Many communities (especially in urban areas) sponsor events highlighting various nationalities and ethnicities. Speakers, food, and entertainment are often provided, and you’ll feel as if you’ve been transported across the world! You can encourage your teen to engage in conversation with nationals who are excited to share about their culture and how it differs from ours.
Another opportunity is “arm chair travel” through the TV travel channel, internet sites, or IMAX theatres. Preserving Bible Times, offers comprehensive DVDs, and photography resources to complement your biblical studies on Israel (its geography and customs) or church history. The aerial footage provides a great alternative when a “real life” experience is not feasible.
An often-neglected resource is missionaries who are on furlough. Invite them to your home to present their ministry and chat about their experiences while sharing a meal. If the missionary family includes teens, yours may enjoy keeping up a relationship via email, Skype, or letters (remember those?). Having personal connections with missionary families fuels much-needed prayer for these front line “warriors.” Plus, your teens may enjoy reading the regular newsletters that many missionaries send to update supporters with answers to prayers and current news from their specific countries.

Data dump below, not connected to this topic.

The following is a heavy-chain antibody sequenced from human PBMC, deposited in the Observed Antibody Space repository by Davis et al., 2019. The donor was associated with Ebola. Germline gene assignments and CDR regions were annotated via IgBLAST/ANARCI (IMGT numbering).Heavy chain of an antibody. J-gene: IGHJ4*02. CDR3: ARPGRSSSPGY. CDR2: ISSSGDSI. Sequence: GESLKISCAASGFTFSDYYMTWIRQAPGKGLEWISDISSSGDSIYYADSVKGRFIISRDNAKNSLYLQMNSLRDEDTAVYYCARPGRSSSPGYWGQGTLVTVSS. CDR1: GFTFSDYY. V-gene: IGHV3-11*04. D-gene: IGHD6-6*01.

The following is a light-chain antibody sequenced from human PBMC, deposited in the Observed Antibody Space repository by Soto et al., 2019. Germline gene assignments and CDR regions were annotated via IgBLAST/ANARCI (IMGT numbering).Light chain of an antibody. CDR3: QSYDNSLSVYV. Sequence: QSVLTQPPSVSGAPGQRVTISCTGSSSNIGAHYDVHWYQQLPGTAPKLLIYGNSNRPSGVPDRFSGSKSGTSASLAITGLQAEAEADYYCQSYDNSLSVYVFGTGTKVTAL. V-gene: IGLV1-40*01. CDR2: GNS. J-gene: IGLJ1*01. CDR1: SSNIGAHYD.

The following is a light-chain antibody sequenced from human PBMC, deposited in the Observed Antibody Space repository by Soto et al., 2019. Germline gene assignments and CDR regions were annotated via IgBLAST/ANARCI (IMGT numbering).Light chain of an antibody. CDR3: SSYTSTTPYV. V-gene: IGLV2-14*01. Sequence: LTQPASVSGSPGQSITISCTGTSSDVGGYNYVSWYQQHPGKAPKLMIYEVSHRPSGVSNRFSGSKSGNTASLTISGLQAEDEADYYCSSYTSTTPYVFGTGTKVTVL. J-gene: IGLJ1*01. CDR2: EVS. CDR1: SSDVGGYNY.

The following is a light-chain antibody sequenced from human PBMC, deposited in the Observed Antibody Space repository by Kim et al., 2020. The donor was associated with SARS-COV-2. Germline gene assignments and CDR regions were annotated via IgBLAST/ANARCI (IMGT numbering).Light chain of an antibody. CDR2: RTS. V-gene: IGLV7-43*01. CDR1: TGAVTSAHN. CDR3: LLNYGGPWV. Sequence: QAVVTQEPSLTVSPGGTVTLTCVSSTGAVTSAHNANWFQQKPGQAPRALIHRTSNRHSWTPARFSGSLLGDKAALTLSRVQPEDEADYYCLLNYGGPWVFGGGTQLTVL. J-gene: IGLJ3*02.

Serving others is a big part of participating in the harvest Jesus talked about. It provides ways for teens to meet people in different cultures and walks of life. They will observe what skills or education is needed to labor well. Opportunities abound, and can include helping to serve meals to the disadvantaged or working with your church’s clothes closet. Maybe your teens enjoy raising funds to send inner city children to camp as a way to show their care and support.
Short-term mission trips at home or abroad will allow teens to learn or hone existing skills while seeing the expanse of the Kingdom of God. Meeting others of like faith will encourage and deepen their own. If you are looking for places for your teens to serve, start by contacting your church and the mission organizations they support. Our website offers additional suggestions, to consider.
The world is getting smaller every day with the ease of travel and the technology that connects you with others almost instantaneously. “Reach out and touch someone” (remember that slogan?) is easier to do than ever before. Look for ways to bring the nations into your home and hearts before your teens move on to future pursuits. All of you will reap benefits while blessing others.
Next month look for our newsletter as we discuss student resumes and why your teens should have one. In the meantime—
We’re enjoying reaching out and serving you,
Becky Cooke & Diane Kummer
HSLDA High School Consultants